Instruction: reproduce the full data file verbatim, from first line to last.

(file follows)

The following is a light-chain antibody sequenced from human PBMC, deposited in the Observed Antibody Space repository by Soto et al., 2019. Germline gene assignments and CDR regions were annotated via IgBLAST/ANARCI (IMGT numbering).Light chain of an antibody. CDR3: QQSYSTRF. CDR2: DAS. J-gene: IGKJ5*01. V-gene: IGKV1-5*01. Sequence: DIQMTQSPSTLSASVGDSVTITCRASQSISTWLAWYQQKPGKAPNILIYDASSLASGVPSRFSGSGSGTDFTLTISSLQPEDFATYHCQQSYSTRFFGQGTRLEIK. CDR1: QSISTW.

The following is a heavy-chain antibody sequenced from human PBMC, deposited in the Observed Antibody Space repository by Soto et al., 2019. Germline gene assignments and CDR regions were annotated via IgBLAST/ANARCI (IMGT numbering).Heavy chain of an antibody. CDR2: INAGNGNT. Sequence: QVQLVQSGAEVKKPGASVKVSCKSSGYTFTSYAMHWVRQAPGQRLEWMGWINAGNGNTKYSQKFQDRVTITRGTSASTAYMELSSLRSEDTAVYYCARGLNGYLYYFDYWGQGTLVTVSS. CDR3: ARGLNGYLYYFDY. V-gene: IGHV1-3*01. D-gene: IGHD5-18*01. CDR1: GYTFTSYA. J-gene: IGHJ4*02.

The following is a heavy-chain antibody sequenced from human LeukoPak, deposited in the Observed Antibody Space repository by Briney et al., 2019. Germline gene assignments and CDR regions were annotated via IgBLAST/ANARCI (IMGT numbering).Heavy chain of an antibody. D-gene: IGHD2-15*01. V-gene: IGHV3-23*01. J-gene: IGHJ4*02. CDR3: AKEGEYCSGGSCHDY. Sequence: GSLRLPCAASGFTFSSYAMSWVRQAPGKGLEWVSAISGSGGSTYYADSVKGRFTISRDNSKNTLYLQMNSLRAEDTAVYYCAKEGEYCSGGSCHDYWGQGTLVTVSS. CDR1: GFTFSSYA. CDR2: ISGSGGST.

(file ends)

The following is a light-chain antibody sequenced from human PBMC, deposited in the Observed Antibody Space repository by Soto et al., 2019. Germline gene assignments and CDR regions were annotated via IgBLAST/ANARCI (IMGT numbering).Light chain of an antibody. CDR3: QQSYSTRF. CDR2: DAS. J-gene: IGKJ5*01. V-gene: IGKV1-5*01. Sequence: DIQMTQSPSTLSASVGDSVTITCRASQSISTWLAWYQQKPGKAPNILIYDASSLASGVPSRFSGSGSGTDFTLTISSLQPEDFATYHCQQSYSTRFFGQGTRLEIK. CDR1: QSISTW.

The following is a heavy-chain antibody sequenced from human PBMC, deposited in the Observed Antibody Space repository by Soto et al., 2019. Germline gene assignments and CDR regions were annotated via IgBLAST/ANARCI (IMGT numbering).Heavy chain of an antibody. CDR2: INAGNGNT. Sequence: QVQLVQSGAEVKKPGASVKVSCKSSGYTFTSYAMHWVRQAPGQRLEWMGWINAGNGNTKYSQKFQDRVTITRGTSASTAYMELSSLRSEDTAVYYCARGLNGYLYYFDYWGQGTLVTVSS. CDR3: ARGLNGYLYYFDY. V-gene: IGHV1-3*01. D-gene: IGHD5-18*01. CDR1: GYTFTSYA. J-gene: IGHJ4*02.

The following is a heavy-chain antibody sequenced from human LeukoPak, deposited in the Observed Antibody Space repository by Briney et al., 2019. Germline gene assignments and CDR regions were annotated via IgBLAST/ANARCI (IMGT numbering).Heavy chain of an antibody. D-gene: IGHD2-15*01. V-gene: IGHV3-23*01. J-gene: IGHJ4*02. CDR3: AKEGEYCSGGSCHDY. Sequence: GSLRLPCAASGFTFSSYAMSWVRQAPGKGLEWVSAISGSGGSTYYADSVKGRFTISRDNSKNTLYLQMNSLRAEDTAVYYCAKEGEYCSGGSCHDYWGQGTLVTVSS. CDR1: GFTFSSYA. CDR2: ISGSGGST.